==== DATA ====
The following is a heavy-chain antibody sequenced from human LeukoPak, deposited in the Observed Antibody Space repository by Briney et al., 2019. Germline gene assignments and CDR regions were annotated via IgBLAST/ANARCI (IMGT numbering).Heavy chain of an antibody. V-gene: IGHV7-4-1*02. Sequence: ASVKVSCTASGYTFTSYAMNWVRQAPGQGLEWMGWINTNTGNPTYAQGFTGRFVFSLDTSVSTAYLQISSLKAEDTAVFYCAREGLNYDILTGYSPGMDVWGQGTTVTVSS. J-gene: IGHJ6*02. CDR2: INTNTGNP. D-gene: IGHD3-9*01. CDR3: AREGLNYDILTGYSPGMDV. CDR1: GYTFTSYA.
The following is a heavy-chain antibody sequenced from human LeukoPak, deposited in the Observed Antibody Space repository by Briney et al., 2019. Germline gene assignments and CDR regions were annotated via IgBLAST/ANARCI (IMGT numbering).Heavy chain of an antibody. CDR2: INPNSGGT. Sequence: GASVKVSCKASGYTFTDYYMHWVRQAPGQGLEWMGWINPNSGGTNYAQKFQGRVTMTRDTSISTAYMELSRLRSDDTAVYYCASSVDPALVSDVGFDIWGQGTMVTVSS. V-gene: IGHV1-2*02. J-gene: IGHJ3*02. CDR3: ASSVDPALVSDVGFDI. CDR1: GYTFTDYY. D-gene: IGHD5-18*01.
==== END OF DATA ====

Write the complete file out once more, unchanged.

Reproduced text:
The following is a heavy-chain antibody sequenced from human LeukoPak, deposited in the Observed Antibody Space repository by Briney et al., 2019. Germline gene assignments and CDR regions were annotated via IgBLAST/ANARCI (IMGT numbering).Heavy chain of an antibody. V-gene: IGHV7-4-1*02. Sequence: ASVKVSCTASGYTFTSYAMNWVRQAPGQGLEWMGWINTNTGNPTYAQGFTGRFVFSLDTSVSTAYLQISSLKAEDTAVFYCAREGLNYDILTGYSPGMDVWGQGTTVTVSS. J-gene: IGHJ6*02. CDR2: INTNTGNP. D-gene: IGHD3-9*01. CDR3: AREGLNYDILTGYSPGMDV. CDR1: GYTFTSYA.
The following is a heavy-chain antibody sequenced from human LeukoPak, deposited in the Observed Antibody Space repository by Briney et al., 2019. Germline gene assignments and CDR regions were annotated via IgBLAST/ANARCI (IMGT numbering).Heavy chain of an antibody. CDR2: INPNSGGT. Sequence: GASVKVSCKASGYTFTDYYMHWVRQAPGQGLEWMGWINPNSGGTNYAQKFQGRVTMTRDTSISTAYMELSRLRSDDTAVYYCASSVDPALVSDVGFDIWGQGTMVTVSS. V-gene: IGHV1-2*02. J-gene: IGHJ3*02. CDR3: ASSVDPALVSDVGFDI. CDR1: GYTFTDYY. D-gene: IGHD5-18*01.